that the medical professionals had found that Plaintiff's physical condition had improved to the point that he would benefit from a job assignment of approximately one hour per day. Plaintiff submitted an appeal of this report to the regional administrative remedy coordinator on January 25, 2005, but it was returned to him, dated February 2, 2005, rejected on the grounds that it was not accompanied by the necessary copies of the BP-9 or the Warden's Response. A handwritten notation in the upper lefthand corner reads: Copy received in unit 2/8/05. Plaintiff was advised that he could resubmit his appeal with the proper documents within ten days of the date of the rejection notice. Instead, Plaintiff waited until July 29, 2005, when he submitted another "appeal" to the regional coordinator beginning "This is my 2nd attempt at getting a response from Central on grievance # 362968 . . . Please answer ASAP" [ellipses in original]. This too was rejected, both for having failed to include the copies of the BP-9 or the Warden's Response, and as untimely. This grievance has not been fully exhausted, either. 4. Grievance #377373
Grievance # 377373, initiated on the informal level on April 19, 2005, claimed that Plaintiff had been placed in a hazardous job with insufficient safety precautions, in retaliation for naming the Defendants as parties in a previous civil rights lawsuit. The Unit Manager signed off on the Informal BP-8 on April 22, 2005, and Plaintiff submitted a formal Administrative Remedy request to the FCIForrest City Coordinator. However, despite obviously having the results of the Informal Resolution, Plaintiff apparently did not present these documents with his BP-9, as it was rejected on May 25, 2005, the day of its receipt in the office, for failure to submit the necessary accompanying documents. Furthermore, Plaintiff did not take advantage of the ten days he was given to re-submit the forms. It appears to the Court that it is possible that Plaintiff did not include the BP-8 because 10
it was completed on April 22, 2005, more than a month before his BP-9 was finally submitted to the Administrative Remedy Coordinator's office at the same unit. In any event, this Grievance is not fully exhausted. 5. Grievance #378985 Plaintiff initiated Grievance #378985 on May 11, 2005, after the resolution of his Informal BP-8 in Grievance #377373 but before he submitted his Request for Administrative Remedy. It too addressed Plaintiff's concerns about safely working in the laundry, but the responsible parties named are E. Raper, Mrs. Mayfield, B. Totten, C. Goetz. He then adds in his BP-9 that Defendant DubeGilley backdated her response to Plaintiff's Informal Request BP-8, therefore rendering his BP-9 untimely. Plaintiff's BP-9 Request for Administrative Remedy was rejected, as untimely, but it does not appear that Plaintiff appealed that rejection. Plaintiff has written a great many objections on the document, but these may merely be for the Court's benefit. In any case, none of the issues raised in this Grievance are the same as those submitted to the Court in Plaintiff's complaints against Defendants Dube-Gilley and Prince and cannot serve to satisfy the exhaustion requirements of the Prison Litigation Reform Act in this lawsuit. 6. Grievance #406642
Lastly, Plaintiff has submitted Grievance #406642, which complains that he was "tortured" by Captain R. Marquez and Associate Warden G. Thompson, who assigned him to sit outside Thompson's office during the day, from June 14 throughout the summer months of 2005.2 Plaintiff
Plaintiff filed a separate action against Marquez and Thompson, case no. 2:05CV00146 SWW (E.D. Ark.), aff'd case no. 06-1809 (8th Cir. Feb. 20, 2007), cert. denied case no. 07-6320 (Nov. 19, 2007), which was also dismissed for failure to exhaust administrative remedies. This case was filed on June 27, 2005, and dismissed on February 23, 2006. 11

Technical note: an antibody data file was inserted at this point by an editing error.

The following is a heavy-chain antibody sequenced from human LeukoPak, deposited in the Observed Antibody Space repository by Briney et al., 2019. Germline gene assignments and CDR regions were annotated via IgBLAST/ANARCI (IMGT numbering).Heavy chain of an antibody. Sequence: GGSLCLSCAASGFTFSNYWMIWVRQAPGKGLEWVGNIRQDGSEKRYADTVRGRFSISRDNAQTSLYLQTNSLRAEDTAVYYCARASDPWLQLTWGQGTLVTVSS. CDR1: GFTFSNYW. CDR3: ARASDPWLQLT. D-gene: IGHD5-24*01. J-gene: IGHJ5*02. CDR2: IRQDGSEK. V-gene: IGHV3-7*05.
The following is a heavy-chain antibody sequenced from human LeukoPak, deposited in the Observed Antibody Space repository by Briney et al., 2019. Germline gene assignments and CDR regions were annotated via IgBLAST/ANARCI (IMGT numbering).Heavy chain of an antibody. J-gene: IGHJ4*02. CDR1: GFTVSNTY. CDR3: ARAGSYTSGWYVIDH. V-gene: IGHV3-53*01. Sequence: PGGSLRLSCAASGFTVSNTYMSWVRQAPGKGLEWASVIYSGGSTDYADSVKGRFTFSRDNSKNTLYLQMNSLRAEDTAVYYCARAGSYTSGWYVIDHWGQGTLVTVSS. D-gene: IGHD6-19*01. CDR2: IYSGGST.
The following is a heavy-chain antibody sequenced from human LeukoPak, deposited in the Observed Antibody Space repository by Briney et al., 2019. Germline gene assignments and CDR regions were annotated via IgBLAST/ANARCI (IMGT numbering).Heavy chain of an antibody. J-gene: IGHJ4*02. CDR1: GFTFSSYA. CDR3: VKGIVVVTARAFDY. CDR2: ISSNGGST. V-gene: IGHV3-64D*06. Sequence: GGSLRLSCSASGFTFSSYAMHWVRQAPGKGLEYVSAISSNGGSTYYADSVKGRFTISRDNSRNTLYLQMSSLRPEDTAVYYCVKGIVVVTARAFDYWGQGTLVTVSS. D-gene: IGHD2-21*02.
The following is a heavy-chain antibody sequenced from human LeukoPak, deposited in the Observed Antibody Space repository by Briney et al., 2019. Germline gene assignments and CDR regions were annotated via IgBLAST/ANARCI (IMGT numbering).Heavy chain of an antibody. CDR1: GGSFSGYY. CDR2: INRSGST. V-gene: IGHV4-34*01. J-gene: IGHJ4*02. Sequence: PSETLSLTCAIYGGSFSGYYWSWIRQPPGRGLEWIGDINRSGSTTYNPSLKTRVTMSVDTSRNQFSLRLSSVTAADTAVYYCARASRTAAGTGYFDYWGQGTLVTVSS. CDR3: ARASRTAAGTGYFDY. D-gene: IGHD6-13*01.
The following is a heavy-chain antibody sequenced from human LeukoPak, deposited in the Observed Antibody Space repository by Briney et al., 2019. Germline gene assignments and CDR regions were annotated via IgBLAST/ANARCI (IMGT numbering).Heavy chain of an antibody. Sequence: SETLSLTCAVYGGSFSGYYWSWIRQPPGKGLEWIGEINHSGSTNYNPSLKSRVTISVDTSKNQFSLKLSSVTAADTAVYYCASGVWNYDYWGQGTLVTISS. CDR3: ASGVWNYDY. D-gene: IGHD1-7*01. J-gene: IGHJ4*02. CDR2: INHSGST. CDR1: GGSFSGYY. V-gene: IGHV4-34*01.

did not file his Request for Administrative Remedy BP-9 until March 10, 2006. Instead of the untimeliness obvious on the face of the request, the Administrative Remedy Coordinator at the Oakdale Federal Correctional Institute, where Plaintiff was then housed, returned it to him for failing to also submit proof of attempt at informal resolution. Plaintiff continued to appeal this grievance from Oakdale, Louisiana to Beaumont, Texas, but even assuming arguendo that the issues were exhausted, they have nothing to do with the claims before the Court here, and cannot serve to satisfy the exhaustion requirement for this case. IV. Conclusion Plaintiff has argued several times in his pleadings that further appeals would have been pointless: "[I]t is cut in stone, if the institutional level denied the grievance, Regional and Central followed suit and would never, even override institutional level" (docket entry #65). But an inmate is not excused from failing to exhaust his administrative remedies just because he "subjectively believed that there was no point in his pursuing administrative remedies. Lyon v. Vande Krol, 305 F.3d 806, 809 (8th Cir. 2002). The Eighth Circuit has explained that it is mandatory to dismiss claims on which a prisoner has not exhausted his administrative remedies. See Johnson, 340 F.3d at 627 ("If exhaustion was not completed at the time of filing, dismissal is mandatory [under 42 U.S.C. § 1997e(a) ]."). For all of these reasons, this Court finds that Plaintiff has not exhausted all available administrative remedies as to any of his constitutional claims, that future attempts by Plaintiff to exhaust his administrative remedies at the Bureau of Prisons on these claims would be untimely and are therefore procedurally
defaulted, and therefore recommends that his Bivens action be DISMISSED WITH PREJUDICE.3 For all these reasons, IT IS THEREFORE RECOMMENDED that Defendants' Motions to Dismiss (docket entries ## 28 and 39) be GRANTED and Plaintiff's Complaint be DISMISSED WITH PREJUDICE. DATED this 23 day of January, 2009. ______________________________________ UNITED STATES MAGISTRATE JUDGE
See Fargas v. U.S., No. 06-3267, 2008 WL 698487 at *14, slip op. (D. Minn. Mar. 13, 2009)(dismissing with prejudice Plaintiff's unexhausted Bivens claims as so untimely they are now foreclosed to administrative review), citing Johnson v. Jones, 418 F.3d at 1156 (noting the "policies favoring exhaustion," held that the Prison Litigation Reform Act contains a procedural default component where an inmate fails to avail himself in a timely fashion of the institution's administrative process); Wardrick v. Marberry, No. CIV.A. 06-216-ERIE, 2007 WL 4180693 at *6 (W.D.Pa. Nov.20, 2007)("Plaintiff has failed to exhaust his administrative remedies. In addition, Plaintiff is foreclosed from re-submitting his appeal to the General Counsel's Office because he failed to do so within the required time period. As a result, Plaintiff has procedurally defaulted on his claim and this case should be dismissed."). 13
Disclaimer: Justia Dockets & Filings provides public litigation records from the federal appellate and district courts. These filings and docket sheets should not be considered findings of fact or liability, nor do they necessarily reflect the view of Justia.
Why Is My Information Online?